Women and wealth: how taking control is empowering
If there was a quote that sums up the mission behind International Women’s Day 2021, it’s this one: “A gender equal society needs empowered women and girls who take control of their lives, make their own decisions, and succeed in their chosen pursuits.”
We believe one of the ways women can feel empowered is to take control of their financial lives. A mission that is close to our hearts in the work we do with clients – women and men alike.
WOMEN’S EARNING POWER GROWS
Women have been making huge strides in recent decades. According to a recent report by Boston Consulting Group (BCG), women now control 32 per cent of the world’s wealth and are accumulating it at a faster rate than any time in the past, adding $5 trillion to that share each year.
As the BCG study also notes, women tend to approach investing their wealth in a different way than their male counterparts. Generally, men have a greater tendency to base investment moves on instinct, while women make more of their decisions with data. In the long run, research finds women’s cautious approach results in outperformance, as they are less likely to sell when the market dips and often have more diversified portfolios.
WHY THE CONFIDENCE GAP THEN?
“Women are typically successful and patient investors—the research suggests even more so than men,” explains Newport Associate Portfolio Manager Amélie Beauregard. “But where we sometimes see women lag, is in their confidence around managing money.”
While there are many who feel truly empowered, still others admit to being less confident—even embarrassed—because they think they should know more about managing their money. Particularly when they are high achievers in other areas of their lives.
Case in point: a highly-respected female lawyer who spends her day litigating complex cases confided to us, “Every time I see my broker I come away feeling stupid because I think I should know more… and I don’t like feeling stupid, so I avoid it.”
It may be because, according to the BCG report, many women feel like they can’t ask basic financial questions of their advisors. “All too often, women have felt under-serviced by the financial industry,” adds Beauregard. “But thankfully, this is changing. It must, as more and more women become powerful creators and holders of wealth. They should expect and deserve more.”
HOW TO TAKE CONTROL OF YOUR FINANCES WITH CONFIDENCE
Admittedly it is our bias, but we believe achieving greater confidence and financial well-being—regardless of gender—means having a solid financial partner – someone or a team of people working with you in your best interests, and giving you good wealth planning advice, as well as investment management expertise.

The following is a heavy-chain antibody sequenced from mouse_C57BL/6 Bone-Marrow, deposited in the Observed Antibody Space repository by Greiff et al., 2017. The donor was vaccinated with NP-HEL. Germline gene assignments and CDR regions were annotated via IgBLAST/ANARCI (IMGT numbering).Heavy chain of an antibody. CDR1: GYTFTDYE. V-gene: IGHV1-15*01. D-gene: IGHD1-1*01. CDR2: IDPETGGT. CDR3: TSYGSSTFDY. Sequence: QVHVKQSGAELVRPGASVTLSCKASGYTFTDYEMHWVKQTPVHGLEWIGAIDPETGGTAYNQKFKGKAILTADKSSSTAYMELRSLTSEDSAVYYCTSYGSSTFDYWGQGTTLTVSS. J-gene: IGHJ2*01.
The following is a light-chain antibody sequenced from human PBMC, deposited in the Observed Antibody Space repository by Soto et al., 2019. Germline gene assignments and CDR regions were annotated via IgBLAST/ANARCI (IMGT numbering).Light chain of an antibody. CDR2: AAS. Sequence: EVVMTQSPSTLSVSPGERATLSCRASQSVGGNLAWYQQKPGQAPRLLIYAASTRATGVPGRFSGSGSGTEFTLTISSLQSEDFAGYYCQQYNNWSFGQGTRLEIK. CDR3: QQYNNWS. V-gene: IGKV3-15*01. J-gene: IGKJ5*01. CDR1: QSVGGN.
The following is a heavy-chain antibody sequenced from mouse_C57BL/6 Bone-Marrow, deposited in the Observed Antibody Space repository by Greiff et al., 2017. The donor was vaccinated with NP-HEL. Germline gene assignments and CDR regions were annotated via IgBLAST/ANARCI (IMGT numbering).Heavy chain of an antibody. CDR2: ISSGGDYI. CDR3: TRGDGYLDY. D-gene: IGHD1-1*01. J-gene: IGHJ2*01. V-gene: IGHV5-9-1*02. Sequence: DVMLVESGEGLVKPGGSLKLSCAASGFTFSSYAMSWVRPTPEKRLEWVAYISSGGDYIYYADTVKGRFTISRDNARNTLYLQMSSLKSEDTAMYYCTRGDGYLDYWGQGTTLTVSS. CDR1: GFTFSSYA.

A good wealth manager should work to understand your unique circumstances and help you develop a plan for your future that you can feel comfortable about. A recent study found that at the highest level, high-net-worth individuals look to their advisors for ongoing guidance to help them reach their goals (90%), help them avoid costly financial/investment mistakes (84%) and provide ongoing monitoring of their goals versus actual results (81%). These attributes were the most important after investment management.
Everyone’s plan will be different. Maybe yours puts you on a path to early retirement, allows you to purchase a dream home or to start a philanthropic foundation. Or maybe it’s more basic than that. As one successful female investor said: “I now know where my money is coming from and where it’s going. I know my assets and liabilities—that’s empowering.”
A key part of being able to achieve your plan with the greatest amount of comfort is your Investment Policy Statement (IPS), which outlines how your money will be invested. Think of it as guard rails on your roadmap that helps determine your target levels of return, your risk tolerance, projected annual income requirements and (maybe most importantly) makes sure you and your money manager are aligned by setting targets that allow you to chart progress against your plan.
Every one of our clients at Newport has an IPS for their money.
Another thing to keep in mind: While women’s investment prudence can be an asset, being overly-cautious is a detriment. BCG’s research indicates that women tend to hold larger cash balances of about 30 per cent of their investable assets, which over time can drastically impact their wealth. One should be careful about letting idle cash build up to amounts that exceed your spending and short-term savings needs.
Lastly, communication and education. Your wealth manager shouldn’t just have impressive credentials and advanced skill sets, they should also be willing to really listen and learn about your preferences, your level of interest and experience in managing money, your desire to learn more (or not) and how you like to learn best. They should communicate in a way that makes sense to you.
So, on this International Women’s Day, let’s celebrate the women who feel self-assured in the management of their money, while supporting and encouraging those on the journey to financial empowerment. Wherever you are on that continuum, we will meet you there. This is a message we shared in a recent video created for our sponsorship of the Women + Wealth Gala today and it is a direction we try to pursue every day.
If you haven’t already read it, our recent interview with economist and trailblazer for women, Maureen Farrow, is a great example of a woman in full control of her finances and at the forefront of her industry.
If you’d like to discuss your financial roadmap or review your portfolio strategy, please get in touch with us at any time.
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